“Go and do something with your youngest son, Norman. He barely knows you.”
I reckon I was eleven. “So Alexander, where do you want to go?” “I dunno.” “There must be somewhere you haven’t been on the island? We can go anywhere you want.” “I dunno.” “Let’s go to the point of Ayr. Have you been there? It’s the northernmost part of the island.” “Yeah I guess… *shrug* “
We get in the car. Up we go. I remember it well. A rare and long memory of time with my dad. Thinking about it now I’m crying suddenly. Dad’s been dead a long time. It never quite goes away.
A grey day as you’d expect from The Isle of Man. There’s a lighthouse. “Look, a lighthouse!” This wasn’t a day of amazing revelations. In many ways, it’s the mundanity of the day that makes it so hard to remember without grief. I’ve made sense of the swashbuckling playboy racer I knew as a kid. It’s memories like this one that bring back home to me that he was my dad as well.
We stood on a stoney beach and looked across the big grey sea. It wasn’t cold, nor was it hot. The wind on the island is a constant. “You see on the horizon? That’s Scotland. That’s where your daddy came from.”
We threw stones at the waves. He taught me to throw better. “They taught us with hand grenades,” he said. “That way you make sure it goes as far as possible.” “If I’m strong enough can I throw all the way to Scotland?” “You can try.”
In my memory we were on that grey beach for hours. In some ways we’ll be on that grey beach forever. Old father and young son. Not the only day we had just us, but one of only a few. I soaked them up like a sponge, those days. “Every seventh waves a big one,” he said, and without really thinking I said the same thing to Lou on the beach in Brighton last week. There’s something in it, although it’s not an exact science. We threw and skimmed and talked.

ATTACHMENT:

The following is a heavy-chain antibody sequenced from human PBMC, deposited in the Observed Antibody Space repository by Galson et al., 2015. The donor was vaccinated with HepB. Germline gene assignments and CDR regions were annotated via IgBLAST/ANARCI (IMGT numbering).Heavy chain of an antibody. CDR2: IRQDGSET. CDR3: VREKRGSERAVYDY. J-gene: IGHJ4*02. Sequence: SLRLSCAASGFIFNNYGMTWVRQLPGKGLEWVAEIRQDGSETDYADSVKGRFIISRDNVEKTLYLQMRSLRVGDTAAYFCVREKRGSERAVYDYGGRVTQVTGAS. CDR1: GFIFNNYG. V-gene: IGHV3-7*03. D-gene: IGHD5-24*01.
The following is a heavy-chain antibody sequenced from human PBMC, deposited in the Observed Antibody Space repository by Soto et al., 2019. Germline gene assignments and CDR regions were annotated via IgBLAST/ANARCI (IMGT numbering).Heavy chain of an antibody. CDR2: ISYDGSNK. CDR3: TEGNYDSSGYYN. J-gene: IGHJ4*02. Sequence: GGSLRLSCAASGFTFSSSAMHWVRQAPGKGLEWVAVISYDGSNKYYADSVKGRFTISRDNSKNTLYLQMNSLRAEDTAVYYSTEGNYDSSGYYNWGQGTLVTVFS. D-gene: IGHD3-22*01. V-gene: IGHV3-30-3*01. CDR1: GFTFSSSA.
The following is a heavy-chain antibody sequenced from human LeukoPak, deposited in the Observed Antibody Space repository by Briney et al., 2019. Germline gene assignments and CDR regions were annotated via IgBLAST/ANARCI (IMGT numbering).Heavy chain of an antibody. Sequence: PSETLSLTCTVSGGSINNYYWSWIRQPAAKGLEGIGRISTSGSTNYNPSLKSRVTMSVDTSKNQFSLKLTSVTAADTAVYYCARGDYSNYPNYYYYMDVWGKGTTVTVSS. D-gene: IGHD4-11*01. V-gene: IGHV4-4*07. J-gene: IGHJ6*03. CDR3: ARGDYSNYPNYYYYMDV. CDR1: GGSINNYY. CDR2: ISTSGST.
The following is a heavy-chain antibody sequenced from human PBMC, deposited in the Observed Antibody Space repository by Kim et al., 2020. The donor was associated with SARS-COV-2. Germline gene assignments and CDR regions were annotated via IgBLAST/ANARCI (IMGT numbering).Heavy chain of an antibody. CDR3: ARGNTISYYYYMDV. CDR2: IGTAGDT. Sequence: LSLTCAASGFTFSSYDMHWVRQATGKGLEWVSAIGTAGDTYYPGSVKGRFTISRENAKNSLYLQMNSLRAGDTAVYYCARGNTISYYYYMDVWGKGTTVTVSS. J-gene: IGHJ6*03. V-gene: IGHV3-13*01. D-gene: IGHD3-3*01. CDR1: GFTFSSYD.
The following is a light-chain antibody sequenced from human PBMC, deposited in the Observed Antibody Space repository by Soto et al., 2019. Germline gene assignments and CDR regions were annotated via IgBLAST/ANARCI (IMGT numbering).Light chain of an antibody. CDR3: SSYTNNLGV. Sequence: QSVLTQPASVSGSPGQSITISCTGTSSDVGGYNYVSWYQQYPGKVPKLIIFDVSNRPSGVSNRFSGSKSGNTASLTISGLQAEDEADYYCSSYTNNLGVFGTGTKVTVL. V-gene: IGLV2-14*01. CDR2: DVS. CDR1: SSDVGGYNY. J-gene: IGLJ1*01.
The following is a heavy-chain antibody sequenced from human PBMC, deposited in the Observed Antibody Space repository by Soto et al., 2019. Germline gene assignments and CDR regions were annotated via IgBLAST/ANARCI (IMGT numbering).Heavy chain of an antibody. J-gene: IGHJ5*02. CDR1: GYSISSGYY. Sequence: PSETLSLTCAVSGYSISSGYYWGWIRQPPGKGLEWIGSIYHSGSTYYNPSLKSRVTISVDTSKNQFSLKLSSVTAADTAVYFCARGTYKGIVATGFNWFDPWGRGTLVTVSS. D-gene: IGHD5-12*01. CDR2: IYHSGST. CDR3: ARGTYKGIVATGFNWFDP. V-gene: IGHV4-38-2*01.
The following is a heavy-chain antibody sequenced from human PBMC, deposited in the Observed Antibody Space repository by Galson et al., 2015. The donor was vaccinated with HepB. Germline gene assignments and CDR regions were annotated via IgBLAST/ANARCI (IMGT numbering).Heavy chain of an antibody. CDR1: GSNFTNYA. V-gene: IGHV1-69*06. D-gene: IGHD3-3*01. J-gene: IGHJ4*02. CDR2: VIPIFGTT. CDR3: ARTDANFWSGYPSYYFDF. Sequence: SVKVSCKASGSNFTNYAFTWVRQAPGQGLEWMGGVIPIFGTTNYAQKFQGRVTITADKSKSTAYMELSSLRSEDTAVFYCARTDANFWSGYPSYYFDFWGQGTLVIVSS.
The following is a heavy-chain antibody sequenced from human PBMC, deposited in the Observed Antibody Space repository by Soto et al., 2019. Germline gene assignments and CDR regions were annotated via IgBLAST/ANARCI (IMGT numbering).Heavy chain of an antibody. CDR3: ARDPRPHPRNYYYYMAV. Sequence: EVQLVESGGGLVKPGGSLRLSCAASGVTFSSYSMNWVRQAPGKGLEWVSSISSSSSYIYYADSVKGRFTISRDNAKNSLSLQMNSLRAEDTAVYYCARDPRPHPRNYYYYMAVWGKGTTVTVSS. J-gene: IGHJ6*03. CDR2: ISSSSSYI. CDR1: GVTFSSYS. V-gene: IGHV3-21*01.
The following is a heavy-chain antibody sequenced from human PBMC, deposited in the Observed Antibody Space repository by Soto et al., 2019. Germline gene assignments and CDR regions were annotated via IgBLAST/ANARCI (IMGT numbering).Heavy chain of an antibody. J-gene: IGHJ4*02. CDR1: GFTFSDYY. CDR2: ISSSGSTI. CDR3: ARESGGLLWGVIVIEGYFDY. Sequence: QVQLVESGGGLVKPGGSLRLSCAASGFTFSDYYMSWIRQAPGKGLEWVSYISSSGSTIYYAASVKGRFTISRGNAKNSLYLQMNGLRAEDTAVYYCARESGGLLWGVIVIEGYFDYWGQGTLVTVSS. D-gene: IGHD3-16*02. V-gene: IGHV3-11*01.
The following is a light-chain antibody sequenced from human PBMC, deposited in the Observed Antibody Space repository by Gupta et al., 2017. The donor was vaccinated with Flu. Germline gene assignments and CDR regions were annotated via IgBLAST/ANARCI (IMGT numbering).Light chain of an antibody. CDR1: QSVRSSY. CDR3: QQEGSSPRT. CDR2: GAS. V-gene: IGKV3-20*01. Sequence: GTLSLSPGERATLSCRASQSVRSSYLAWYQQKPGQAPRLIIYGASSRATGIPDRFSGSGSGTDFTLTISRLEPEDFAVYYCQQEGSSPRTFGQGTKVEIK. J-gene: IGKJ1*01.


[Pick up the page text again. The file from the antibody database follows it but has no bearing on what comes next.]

“It doesn’t point to Ayr, the point of Ayr. But that part of Scotland you can see – it’s part of Dumfries.”
And here I am, in Dumfries. In Ayr. I’m on the other side of the stonethrow. I can look out to a sea as grey as the one I knew back then, and if I look from the right place maybe I’ll be able to see the island. If I look very very closely perhaps there’ll be two little shadows on an empty beach. A boy looking at his future, a father looking at his past. Throwing stones into water.
For all his foibles he was my dad. He’d be glad I’m working on Extreme-E again. He’d probably know the grandfathers and fathers of some of the people I’m working with through his racing days in the fifties and sixties.
My first day and just orienting today. Tomorrow I’ll be off to Edinburgh and I’ll find out more about the shape of things to come. I’m happy to be part of this team again. It’s a good group, working hard to make something new and ethical – to sustain a beautiful idea and have fun at the same time. Season three. Race 2. Dumfries and Galloway. And the ghost of my dad is sitting with me tonight.
3 thoughts on “Throwing stones through time”
Beautiful yet simple writing
Thanks. Was strangely hard to write. I was remembering to grieve for him as I went. It’s an unusual form of weeping now. Almost a happy discovery of tears.
A very moving window into a whole father son relationship, both real and mundane and effortlessly a huge metaphor level too. As dense as a good poem, as vivid as photograph.